While recommending a mobile QS medication regime tracker to a potential client this Monday…as way to engage a community of 18,000 condition sufferers, they asked a great question. “Is there any efficacy data on QS trackers?” The woman who asked the question noted that when recently pregnant she used a pregnancy app for a few days but then usage dropped off and she abandoned the app.
Can anyone point me to any relevant studies, clinical or non-clinical?
I wish I had more information on this too. One of the projects I’m working on is very much interested in how to connect with and maintain engagement with users of QS tools over the long haul. What is the medication regime tracker you’re looking at?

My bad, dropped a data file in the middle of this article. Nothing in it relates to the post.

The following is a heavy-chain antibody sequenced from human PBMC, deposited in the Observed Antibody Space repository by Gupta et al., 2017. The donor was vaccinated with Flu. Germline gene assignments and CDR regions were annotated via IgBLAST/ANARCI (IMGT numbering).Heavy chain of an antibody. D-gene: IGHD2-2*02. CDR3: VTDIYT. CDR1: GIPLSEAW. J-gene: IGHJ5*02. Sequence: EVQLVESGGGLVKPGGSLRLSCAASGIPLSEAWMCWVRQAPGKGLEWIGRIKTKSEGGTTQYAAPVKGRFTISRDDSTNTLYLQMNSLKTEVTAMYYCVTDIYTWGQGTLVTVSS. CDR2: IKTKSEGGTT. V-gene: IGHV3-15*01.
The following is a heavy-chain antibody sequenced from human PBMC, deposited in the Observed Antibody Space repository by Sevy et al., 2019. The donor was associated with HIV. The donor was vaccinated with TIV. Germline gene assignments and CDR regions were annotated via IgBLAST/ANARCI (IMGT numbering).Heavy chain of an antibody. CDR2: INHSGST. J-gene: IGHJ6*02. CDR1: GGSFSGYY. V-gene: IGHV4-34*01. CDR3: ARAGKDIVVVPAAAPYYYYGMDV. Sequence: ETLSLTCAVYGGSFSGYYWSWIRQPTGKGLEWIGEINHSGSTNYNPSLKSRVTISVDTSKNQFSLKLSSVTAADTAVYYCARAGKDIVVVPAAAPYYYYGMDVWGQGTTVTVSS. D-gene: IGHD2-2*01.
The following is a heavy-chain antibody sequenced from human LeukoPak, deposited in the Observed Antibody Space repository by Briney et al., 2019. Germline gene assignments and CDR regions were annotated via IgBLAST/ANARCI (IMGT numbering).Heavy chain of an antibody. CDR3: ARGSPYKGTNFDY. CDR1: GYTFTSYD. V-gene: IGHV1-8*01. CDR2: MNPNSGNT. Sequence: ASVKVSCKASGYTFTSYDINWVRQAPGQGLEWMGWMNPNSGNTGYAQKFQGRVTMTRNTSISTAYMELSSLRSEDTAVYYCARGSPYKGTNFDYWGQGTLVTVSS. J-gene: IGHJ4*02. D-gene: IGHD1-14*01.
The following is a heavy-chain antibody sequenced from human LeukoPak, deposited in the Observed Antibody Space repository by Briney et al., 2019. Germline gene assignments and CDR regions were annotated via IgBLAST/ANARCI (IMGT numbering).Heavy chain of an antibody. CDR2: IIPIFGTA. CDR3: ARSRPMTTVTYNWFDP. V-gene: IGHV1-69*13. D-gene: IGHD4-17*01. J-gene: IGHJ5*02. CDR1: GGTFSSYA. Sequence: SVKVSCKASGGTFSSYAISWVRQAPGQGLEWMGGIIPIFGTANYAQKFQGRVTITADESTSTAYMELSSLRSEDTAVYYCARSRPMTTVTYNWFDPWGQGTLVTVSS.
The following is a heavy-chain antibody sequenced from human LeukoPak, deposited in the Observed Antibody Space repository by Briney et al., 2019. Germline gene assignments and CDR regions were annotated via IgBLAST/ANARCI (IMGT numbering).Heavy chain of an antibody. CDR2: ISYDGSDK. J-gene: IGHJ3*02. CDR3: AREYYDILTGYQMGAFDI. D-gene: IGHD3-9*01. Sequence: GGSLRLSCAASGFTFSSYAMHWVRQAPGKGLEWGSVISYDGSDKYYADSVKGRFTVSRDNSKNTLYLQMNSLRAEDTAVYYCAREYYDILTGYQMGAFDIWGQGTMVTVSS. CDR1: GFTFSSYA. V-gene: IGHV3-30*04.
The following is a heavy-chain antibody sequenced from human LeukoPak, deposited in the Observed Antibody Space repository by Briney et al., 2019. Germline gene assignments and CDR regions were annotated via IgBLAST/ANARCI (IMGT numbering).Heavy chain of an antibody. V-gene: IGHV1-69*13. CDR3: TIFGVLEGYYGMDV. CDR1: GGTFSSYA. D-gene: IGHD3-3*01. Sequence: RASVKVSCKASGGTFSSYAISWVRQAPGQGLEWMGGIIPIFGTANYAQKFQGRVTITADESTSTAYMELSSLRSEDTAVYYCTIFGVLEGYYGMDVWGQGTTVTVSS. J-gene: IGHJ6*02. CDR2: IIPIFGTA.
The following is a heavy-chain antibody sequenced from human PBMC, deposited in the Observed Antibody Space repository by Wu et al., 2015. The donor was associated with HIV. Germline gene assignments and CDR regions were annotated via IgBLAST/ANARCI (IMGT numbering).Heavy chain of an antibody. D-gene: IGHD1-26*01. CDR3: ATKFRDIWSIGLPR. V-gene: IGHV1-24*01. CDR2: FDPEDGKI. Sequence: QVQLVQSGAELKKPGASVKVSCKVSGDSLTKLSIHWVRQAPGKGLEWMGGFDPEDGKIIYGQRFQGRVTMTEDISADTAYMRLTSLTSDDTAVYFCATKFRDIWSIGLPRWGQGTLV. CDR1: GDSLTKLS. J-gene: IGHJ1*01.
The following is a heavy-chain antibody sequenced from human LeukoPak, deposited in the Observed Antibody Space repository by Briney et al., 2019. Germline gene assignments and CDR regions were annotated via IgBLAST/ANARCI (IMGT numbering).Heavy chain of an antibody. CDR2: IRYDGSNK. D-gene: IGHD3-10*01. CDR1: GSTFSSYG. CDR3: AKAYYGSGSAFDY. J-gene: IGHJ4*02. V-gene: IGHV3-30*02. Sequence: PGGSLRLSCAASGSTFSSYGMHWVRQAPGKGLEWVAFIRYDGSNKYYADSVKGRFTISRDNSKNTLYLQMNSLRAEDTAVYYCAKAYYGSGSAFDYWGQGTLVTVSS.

Does anyone have any input on what works and doesn’t work for these QS trackers? I don’t mean to thread-jack, maybe just solicit some non-clinical, not-necessarily-substantiated observations.
I have come across no really useful studies showing the efficacy of tracking apps. Partly this is because of the slow pace of clinical studies. Studies presented at a Stanford mobile health conference earlier this year, were based on apps published (and used) a couple of years ago. There are also thousands of apps, and most in fact have tremendous drop-off rates. And, there is much bad design.
Wonder Monkey: You might find this paper, published in a leading design journal, interesting: http://bit.ly/ReframingHealthPaper